Last week, I discussed the Trans-Atlantic Slave Trade Database and two of its offshoot projects, the African Names Database and the African Origins Project.  While the focus of my piece was meant to be on the quantitative data on slaving voyages, readers responded most strongly to these connected projects, which aim to recover lost names and identities of peoples sold in the slave trade.  I had already planned to discuss Slave Biographies, a project with a similar aim, but this seems all the more important given the reactions last week.

Slave Biographies is an open-access data of the identities of enslaved peoples in the Atlantic World, combining data compiled from communities in Maranhão, Brazil (collected by Walter Hawthorne) and colonial Louisiana (compiled by Gwendolyn Midlo Hall).  Included in the data are the names, ethnicities, skills, occupations, and illnesses of individual slaves.  Like the Trans-Atlantic Slave Trade Database, Slave Biographies is completely downloadable in its entirety; you can download all 108,500 entries to the database (100,000 of those from Louisiana and 8,500 from Brazil).  You can also analyze the entries that you find using the search function through the site’s analytical parameters which allow users to explore each individual data set, sorting entries by owners, race, skills, health, region, and age.

The next phase of the project aims to expand on the initial datasets from Brazil and Louisiana.  Inviting researchers to contribute their own sources (more information on the contribution process is available here), the project aims to “make data about Atlantic slavery widely available to scholars, teachers, and the public.”  Though the list of resources provided shows the wide range of data on the slave trade available online (a list that will be of great interest to researchers, in particular), it is pretty exciting to think about what is still out there, waiting to be digitized and made available online.  Thousands of people, lost in the historical record, waiting to be discovered.  It’s a thrilling thought.

I’ll be taking a brief break next Friday for the holidays, but I’ll be back in 2015 with World War 1 Africa.  As always, feel free to send me suggestions in the comments or via Twitter of sites you want us to cover in future editions of Digital Archive.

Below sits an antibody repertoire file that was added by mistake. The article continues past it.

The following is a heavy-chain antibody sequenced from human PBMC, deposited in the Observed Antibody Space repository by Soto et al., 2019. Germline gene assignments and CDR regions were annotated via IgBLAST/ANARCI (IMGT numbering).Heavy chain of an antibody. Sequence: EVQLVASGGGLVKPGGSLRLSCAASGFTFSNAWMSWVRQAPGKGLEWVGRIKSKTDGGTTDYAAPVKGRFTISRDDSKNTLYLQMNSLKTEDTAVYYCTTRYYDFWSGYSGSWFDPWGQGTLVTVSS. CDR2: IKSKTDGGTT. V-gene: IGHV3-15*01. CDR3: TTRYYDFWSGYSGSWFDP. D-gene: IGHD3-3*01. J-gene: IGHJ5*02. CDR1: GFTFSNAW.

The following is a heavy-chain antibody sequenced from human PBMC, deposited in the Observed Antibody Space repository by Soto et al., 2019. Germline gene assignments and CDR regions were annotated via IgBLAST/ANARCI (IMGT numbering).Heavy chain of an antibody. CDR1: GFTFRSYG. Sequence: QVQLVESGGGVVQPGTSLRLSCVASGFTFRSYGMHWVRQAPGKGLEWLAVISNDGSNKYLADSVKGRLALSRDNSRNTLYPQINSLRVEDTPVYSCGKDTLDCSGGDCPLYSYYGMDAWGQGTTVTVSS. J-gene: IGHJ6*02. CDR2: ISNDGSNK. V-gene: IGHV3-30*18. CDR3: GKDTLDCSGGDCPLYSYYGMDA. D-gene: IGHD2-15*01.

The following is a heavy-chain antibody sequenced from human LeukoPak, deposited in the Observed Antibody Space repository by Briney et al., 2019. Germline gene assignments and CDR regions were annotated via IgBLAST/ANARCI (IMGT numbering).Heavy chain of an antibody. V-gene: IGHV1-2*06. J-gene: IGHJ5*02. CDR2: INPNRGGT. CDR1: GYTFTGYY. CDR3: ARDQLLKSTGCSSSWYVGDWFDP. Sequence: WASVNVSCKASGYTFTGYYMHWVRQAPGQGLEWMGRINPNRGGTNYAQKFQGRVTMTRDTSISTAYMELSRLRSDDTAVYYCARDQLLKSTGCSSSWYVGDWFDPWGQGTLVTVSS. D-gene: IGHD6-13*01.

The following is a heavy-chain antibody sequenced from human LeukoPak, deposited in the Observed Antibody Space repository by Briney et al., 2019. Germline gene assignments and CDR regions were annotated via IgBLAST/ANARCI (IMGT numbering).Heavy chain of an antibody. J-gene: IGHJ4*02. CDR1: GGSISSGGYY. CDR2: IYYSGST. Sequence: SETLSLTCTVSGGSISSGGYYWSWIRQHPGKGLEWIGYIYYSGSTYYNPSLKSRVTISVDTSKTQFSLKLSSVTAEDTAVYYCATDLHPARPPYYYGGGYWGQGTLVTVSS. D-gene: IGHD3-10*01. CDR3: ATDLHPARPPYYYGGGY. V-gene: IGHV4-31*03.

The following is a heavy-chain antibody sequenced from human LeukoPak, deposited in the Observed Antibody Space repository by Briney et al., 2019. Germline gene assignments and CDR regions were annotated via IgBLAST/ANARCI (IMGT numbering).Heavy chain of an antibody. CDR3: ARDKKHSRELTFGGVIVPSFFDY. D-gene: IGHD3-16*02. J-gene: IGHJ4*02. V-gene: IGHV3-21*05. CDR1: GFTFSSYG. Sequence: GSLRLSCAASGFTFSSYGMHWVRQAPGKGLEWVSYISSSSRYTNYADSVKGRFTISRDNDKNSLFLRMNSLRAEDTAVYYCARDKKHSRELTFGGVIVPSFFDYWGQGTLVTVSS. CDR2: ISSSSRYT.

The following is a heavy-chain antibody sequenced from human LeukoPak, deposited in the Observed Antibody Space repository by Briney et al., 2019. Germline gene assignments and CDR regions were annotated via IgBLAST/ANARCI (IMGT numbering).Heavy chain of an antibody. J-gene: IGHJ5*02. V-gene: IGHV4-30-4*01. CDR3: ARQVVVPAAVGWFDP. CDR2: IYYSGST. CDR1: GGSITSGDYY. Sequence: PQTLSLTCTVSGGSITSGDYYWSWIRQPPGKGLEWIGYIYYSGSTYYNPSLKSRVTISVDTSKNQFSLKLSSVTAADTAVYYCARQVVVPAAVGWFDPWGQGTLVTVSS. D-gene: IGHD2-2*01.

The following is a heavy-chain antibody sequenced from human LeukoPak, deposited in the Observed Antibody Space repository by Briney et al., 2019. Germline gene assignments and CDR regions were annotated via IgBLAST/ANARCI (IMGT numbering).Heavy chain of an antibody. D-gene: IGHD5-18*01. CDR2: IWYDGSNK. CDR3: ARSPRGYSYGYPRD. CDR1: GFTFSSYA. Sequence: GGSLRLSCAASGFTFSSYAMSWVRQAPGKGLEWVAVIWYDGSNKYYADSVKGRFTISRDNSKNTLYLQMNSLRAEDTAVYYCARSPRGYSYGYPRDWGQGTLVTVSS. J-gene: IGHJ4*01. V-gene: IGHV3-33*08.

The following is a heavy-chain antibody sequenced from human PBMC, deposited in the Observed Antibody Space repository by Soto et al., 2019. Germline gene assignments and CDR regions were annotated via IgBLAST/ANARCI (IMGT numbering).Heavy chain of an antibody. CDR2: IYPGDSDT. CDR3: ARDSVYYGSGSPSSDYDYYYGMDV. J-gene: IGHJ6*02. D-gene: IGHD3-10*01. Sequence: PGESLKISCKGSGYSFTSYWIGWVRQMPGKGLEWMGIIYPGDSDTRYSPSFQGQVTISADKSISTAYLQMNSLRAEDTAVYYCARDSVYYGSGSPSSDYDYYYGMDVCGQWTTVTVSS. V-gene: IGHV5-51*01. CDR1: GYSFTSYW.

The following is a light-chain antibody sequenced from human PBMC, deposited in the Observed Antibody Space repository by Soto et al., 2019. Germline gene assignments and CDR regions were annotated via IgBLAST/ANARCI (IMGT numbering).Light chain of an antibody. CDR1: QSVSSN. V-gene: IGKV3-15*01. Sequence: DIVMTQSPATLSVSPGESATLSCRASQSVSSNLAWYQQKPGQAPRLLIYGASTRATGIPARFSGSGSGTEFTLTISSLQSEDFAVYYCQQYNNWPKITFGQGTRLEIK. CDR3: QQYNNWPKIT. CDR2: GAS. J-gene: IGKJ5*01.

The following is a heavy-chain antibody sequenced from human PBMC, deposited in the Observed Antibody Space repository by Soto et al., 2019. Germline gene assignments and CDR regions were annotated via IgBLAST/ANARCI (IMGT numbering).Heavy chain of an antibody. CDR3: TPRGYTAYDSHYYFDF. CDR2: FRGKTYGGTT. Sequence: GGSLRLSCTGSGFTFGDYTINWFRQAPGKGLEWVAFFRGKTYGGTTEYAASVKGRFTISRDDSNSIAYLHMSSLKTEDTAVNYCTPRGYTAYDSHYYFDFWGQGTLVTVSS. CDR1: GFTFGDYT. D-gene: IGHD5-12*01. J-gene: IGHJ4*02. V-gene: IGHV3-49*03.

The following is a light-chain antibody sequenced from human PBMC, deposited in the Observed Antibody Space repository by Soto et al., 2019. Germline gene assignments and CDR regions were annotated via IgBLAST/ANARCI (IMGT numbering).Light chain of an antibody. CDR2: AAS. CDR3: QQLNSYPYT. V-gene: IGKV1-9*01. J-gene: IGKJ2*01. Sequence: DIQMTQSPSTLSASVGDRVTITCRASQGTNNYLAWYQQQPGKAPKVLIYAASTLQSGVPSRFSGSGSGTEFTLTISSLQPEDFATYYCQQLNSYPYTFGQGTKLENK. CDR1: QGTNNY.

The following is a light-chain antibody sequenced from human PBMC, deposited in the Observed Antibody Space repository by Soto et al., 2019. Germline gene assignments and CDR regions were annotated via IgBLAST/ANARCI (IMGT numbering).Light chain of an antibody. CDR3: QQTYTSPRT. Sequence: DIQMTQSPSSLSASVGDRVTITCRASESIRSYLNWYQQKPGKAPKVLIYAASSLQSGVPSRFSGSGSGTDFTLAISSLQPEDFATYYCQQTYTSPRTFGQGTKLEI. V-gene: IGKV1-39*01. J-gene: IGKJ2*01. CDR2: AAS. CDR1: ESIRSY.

**This post is dedicated to the memory of Jeff Guy, a brilliant historian who reveled in the thrill of historical discovery and recognized the value of digital scholarship.**

Further Reading

Take it to the house

On this month’s AIAC Radio, Boima celebrates all things basketball, looking at its historical relationships with music and race, then focusing on Africa’s biggest names in the sport.

El maestro siempre

Maky Madiba Sylla is a militant filmmaker excavating iconic Africans whose legacies he believes need to be known widely—like the singer Laba Sosseh.

Madiba and Mali

There is a remarkable connection between Mali and South Africa, dating back to the liberation struggle, and actively encouraged by the author’s work.

A devil’s deal

Rwanda’s proposed refugee deal with Britain is another strike against President Paul Kagame’s claim that he is an authentic and fearless pan-Africanist who advocates for the less fortunate.

Red and Black

Yunxiang Gao’s new book takes a fresh look at connected lives of African American and Chinese leftist activists, artists and intellectuals after World War II.

The Dar es Salaam years

In the early 1970s, Walter Rodney, expelled from Jamaica, took a post in Tanzania. In Leo Zeilig’s new book, he captures those exciting, but also difficult years and how it formed Rodney.